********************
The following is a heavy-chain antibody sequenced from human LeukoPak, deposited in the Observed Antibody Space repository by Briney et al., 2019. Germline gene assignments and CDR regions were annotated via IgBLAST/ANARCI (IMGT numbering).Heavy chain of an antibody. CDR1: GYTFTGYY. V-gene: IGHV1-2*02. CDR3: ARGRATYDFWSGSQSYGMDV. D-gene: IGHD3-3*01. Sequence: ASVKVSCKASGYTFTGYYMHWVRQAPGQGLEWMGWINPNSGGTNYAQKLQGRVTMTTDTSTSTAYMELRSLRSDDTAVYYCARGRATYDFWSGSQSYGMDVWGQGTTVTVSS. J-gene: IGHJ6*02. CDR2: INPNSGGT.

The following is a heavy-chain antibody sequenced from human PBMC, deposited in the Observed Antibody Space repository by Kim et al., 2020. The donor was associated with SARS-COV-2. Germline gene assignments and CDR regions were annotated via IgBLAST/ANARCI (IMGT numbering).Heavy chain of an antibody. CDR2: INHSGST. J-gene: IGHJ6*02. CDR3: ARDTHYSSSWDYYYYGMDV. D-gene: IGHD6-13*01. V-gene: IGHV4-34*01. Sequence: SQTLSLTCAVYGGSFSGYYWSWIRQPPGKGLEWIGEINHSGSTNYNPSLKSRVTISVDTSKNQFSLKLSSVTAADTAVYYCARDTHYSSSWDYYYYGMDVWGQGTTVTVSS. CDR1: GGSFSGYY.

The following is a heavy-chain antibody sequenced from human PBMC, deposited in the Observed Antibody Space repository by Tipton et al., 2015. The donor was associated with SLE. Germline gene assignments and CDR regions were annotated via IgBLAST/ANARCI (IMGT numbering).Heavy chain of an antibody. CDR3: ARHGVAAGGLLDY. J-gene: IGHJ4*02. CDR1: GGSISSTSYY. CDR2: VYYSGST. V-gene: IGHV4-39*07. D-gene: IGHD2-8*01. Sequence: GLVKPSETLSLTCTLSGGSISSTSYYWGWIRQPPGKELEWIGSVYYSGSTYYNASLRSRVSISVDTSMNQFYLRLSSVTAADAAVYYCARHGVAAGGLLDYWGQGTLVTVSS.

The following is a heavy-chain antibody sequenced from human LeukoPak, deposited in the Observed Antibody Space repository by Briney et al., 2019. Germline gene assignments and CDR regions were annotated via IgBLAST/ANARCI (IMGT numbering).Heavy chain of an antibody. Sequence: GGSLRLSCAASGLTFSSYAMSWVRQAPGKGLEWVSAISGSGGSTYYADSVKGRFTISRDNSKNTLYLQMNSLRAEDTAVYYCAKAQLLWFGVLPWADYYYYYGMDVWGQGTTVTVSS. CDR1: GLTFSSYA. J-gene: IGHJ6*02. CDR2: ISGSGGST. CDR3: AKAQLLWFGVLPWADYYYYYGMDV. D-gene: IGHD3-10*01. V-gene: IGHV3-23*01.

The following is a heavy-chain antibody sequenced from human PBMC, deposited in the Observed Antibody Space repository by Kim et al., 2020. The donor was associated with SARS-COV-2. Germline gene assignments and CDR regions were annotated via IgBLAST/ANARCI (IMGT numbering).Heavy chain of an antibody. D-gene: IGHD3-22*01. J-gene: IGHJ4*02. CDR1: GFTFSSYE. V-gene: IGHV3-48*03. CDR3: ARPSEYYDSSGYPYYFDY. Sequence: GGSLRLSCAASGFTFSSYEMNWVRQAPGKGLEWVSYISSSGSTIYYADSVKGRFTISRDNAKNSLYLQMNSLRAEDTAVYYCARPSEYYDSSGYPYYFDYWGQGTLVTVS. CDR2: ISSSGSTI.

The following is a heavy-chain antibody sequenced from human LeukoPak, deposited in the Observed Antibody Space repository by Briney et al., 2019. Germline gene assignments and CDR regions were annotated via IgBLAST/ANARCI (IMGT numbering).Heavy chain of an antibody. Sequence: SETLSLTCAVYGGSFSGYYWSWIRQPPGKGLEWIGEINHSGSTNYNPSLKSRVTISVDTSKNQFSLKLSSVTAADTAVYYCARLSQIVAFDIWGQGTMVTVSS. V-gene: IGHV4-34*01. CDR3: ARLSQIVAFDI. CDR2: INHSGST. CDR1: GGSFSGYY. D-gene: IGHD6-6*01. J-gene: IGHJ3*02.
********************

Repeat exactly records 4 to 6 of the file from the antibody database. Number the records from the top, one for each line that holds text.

The following is a heavy-chain antibody sequenced from human LeukoPak, deposited in the Observed Antibody Space repository by Briney et al., 2019. Germline gene assignments and CDR regions were annotated via IgBLAST/ANARCI (IMGT numbering).Heavy chain of an antibody. Sequence: GGSLRLSCAASGLTFSSYAMSWVRQAPGKGLEWVSAISGSGGSTYYADSVKGRFTISRDNSKNTLYLQMNSLRAEDTAVYYCAKAQLLWFGVLPWADYYYYYGMDVWGQGTTVTVSS. CDR1: GLTFSSYA. J-gene: IGHJ6*02. CDR2: ISGSGGST. CDR3: AKAQLLWFGVLPWADYYYYYGMDV. D-gene: IGHD3-10*01. V-gene: IGHV3-23*01.

The following is a heavy-chain antibody sequenced from human PBMC, deposited in the Observed Antibody Space repository by Kim et al., 2020. The donor was associated with SARS-COV-2. Germline gene assignments and CDR regions were annotated via IgBLAST/ANARCI (IMGT numbering).Heavy chain of an antibody. D-gene: IGHD3-22*01. J-gene: IGHJ4*02. CDR1: GFTFSSYE. V-gene: IGHV3-48*03. CDR3: ARPSEYYDSSGYPYYFDY. Sequence: GGSLRLSCAASGFTFSSYEMNWVRQAPGKGLEWVSYISSSGSTIYYADSVKGRFTISRDNAKNSLYLQMNSLRAEDTAVYYCARPSEYYDSSGYPYYFDYWGQGTLVTVS. CDR2: ISSSGSTI.

The following is a heavy-chain antibody sequenced from human LeukoPak, deposited in the Observed Antibody Space repository by Briney et al., 2019. Germline gene assignments and CDR regions were annotated via IgBLAST/ANARCI (IMGT numbering).Heavy chain of an antibody. Sequence: SETLSLTCAVYGGSFSGYYWSWIRQPPGKGLEWIGEINHSGSTNYNPSLKSRVTISVDTSKNQFSLKLSSVTAADTAVYYCARLSQIVAFDIWGQGTMVTVSS. V-gene: IGHV4-34*01. CDR3: ARLSQIVAFDI. CDR2: INHSGST. CDR1: GGSFSGYY. D-gene: IGHD6-6*01. J-gene: IGHJ3*02.